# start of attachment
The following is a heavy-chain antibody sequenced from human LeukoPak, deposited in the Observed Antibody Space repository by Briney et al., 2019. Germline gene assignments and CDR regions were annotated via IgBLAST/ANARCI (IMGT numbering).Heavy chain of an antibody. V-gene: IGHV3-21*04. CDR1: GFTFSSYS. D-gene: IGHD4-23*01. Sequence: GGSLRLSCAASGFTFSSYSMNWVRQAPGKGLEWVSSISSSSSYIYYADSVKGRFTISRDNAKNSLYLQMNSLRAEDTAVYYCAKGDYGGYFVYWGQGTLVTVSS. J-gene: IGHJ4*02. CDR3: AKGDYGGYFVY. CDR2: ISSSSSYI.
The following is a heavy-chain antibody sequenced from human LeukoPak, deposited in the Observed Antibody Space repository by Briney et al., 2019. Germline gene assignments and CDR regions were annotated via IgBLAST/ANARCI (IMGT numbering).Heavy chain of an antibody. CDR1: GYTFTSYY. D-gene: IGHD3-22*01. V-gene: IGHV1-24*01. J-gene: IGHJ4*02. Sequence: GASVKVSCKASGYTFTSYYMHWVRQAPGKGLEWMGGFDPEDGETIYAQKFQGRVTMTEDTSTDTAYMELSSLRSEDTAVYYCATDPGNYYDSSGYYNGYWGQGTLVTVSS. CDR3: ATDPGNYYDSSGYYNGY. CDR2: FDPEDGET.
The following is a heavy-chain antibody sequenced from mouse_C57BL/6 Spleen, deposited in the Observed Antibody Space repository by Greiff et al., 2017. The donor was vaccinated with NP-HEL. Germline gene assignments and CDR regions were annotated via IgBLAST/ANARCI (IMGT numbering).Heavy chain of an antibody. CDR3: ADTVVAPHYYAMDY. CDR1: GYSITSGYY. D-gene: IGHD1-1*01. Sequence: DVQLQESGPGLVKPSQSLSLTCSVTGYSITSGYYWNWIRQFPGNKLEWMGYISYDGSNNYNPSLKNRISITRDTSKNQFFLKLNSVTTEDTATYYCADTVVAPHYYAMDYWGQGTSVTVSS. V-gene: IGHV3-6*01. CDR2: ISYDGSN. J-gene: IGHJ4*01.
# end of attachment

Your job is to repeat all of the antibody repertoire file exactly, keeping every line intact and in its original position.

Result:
The following is a heavy-chain antibody sequenced from human LeukoPak, deposited in the Observed Antibody Space repository by Briney et al., 2019. Germline gene assignments and CDR regions were annotated via IgBLAST/ANARCI (IMGT numbering).Heavy chain of an antibody. V-gene: IGHV3-21*04. CDR1: GFTFSSYS. D-gene: IGHD4-23*01. Sequence: GGSLRLSCAASGFTFSSYSMNWVRQAPGKGLEWVSSISSSSSYIYYADSVKGRFTISRDNAKNSLYLQMNSLRAEDTAVYYCAKGDYGGYFVYWGQGTLVTVSS. J-gene: IGHJ4*02. CDR3: AKGDYGGYFVY. CDR2: ISSSSSYI.
The following is a heavy-chain antibody sequenced from human LeukoPak, deposited in the Observed Antibody Space repository by Briney et al., 2019. Germline gene assignments and CDR regions were annotated via IgBLAST/ANARCI (IMGT numbering).Heavy chain of an antibody. CDR1: GYTFTSYY. D-gene: IGHD3-22*01. V-gene: IGHV1-24*01. J-gene: IGHJ4*02. Sequence: GASVKVSCKASGYTFTSYYMHWVRQAPGKGLEWMGGFDPEDGETIYAQKFQGRVTMTEDTSTDTAYMELSSLRSEDTAVYYCATDPGNYYDSSGYYNGYWGQGTLVTVSS. CDR3: ATDPGNYYDSSGYYNGY. CDR2: FDPEDGET.
The following is a heavy-chain antibody sequenced from mouse_C57BL/6 Spleen, deposited in the Observed Antibody Space repository by Greiff et al., 2017. The donor was vaccinated with NP-HEL. Germline gene assignments and CDR regions were annotated via IgBLAST/ANARCI (IMGT numbering).Heavy chain of an antibody. CDR3: ADTVVAPHYYAMDY. CDR1: GYSITSGYY. D-gene: IGHD1-1*01. Sequence: DVQLQESGPGLVKPSQSLSLTCSVTGYSITSGYYWNWIRQFPGNKLEWMGYISYDGSNNYNPSLKNRISITRDTSKNQFFLKLNSVTTEDTATYYCADTVVAPHYYAMDYWGQGTSVTVSS. V-gene: IGHV3-6*01. CDR2: ISYDGSN. J-gene: IGHJ4*01.